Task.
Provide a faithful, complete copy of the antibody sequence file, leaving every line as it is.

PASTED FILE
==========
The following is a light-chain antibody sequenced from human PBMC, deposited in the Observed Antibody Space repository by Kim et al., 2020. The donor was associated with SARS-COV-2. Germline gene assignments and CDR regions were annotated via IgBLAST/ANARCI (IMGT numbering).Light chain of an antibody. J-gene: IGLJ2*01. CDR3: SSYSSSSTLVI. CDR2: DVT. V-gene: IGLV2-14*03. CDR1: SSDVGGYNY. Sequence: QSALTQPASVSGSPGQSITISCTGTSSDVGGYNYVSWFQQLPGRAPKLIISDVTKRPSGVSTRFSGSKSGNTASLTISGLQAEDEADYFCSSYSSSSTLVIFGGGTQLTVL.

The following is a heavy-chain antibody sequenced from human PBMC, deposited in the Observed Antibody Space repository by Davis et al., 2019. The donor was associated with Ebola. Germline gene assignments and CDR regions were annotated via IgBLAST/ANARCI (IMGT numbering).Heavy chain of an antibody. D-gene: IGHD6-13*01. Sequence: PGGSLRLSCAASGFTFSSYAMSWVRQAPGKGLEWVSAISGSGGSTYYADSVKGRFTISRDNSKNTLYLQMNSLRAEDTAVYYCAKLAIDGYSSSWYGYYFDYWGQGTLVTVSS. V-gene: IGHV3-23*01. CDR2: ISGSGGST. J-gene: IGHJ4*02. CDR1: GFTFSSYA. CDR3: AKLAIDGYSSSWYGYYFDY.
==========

The following is a light-chain antibody sequenced from human PBMC, deposited in the Observed Antibody Space repository by Kim et al., 2020. The donor was associated with SARS-COV-2. Germline gene assignments and CDR regions were annotated via IgBLAST/ANARCI (IMGT numbering).Light chain of an antibody. J-gene: IGLJ2*01. CDR3: SSYSSSSTLVI. CDR2: DVT. V-gene: IGLV2-14*03. CDR1: SSDVGGYNY. Sequence: QSALTQPASVSGSPGQSITISCTGTSSDVGGYNYVSWFQQLPGRAPKLIISDVTKRPSGVSTRFSGSKSGNTASLTISGLQAEDEADYFCSSYSSSSTLVIFGGGTQLTVL.

The following is a heavy-chain antibody sequenced from human PBMC, deposited in the Observed Antibody Space repository by Davis et al., 2019. The donor was associated with Ebola. Germline gene assignments and CDR regions were annotated via IgBLAST/ANARCI (IMGT numbering).Heavy chain of an antibody. D-gene: IGHD6-13*01. Sequence: PGGSLRLSCAASGFTFSSYAMSWVRQAPGKGLEWVSAISGSGGSTYYADSVKGRFTISRDNSKNTLYLQMNSLRAEDTAVYYCAKLAIDGYSSSWYGYYFDYWGQGTLVTVSS. V-gene: IGHV3-23*01. CDR2: ISGSGGST. J-gene: IGHJ4*02. CDR1: GFTFSSYA. CDR3: AKLAIDGYSSSWYGYYFDY.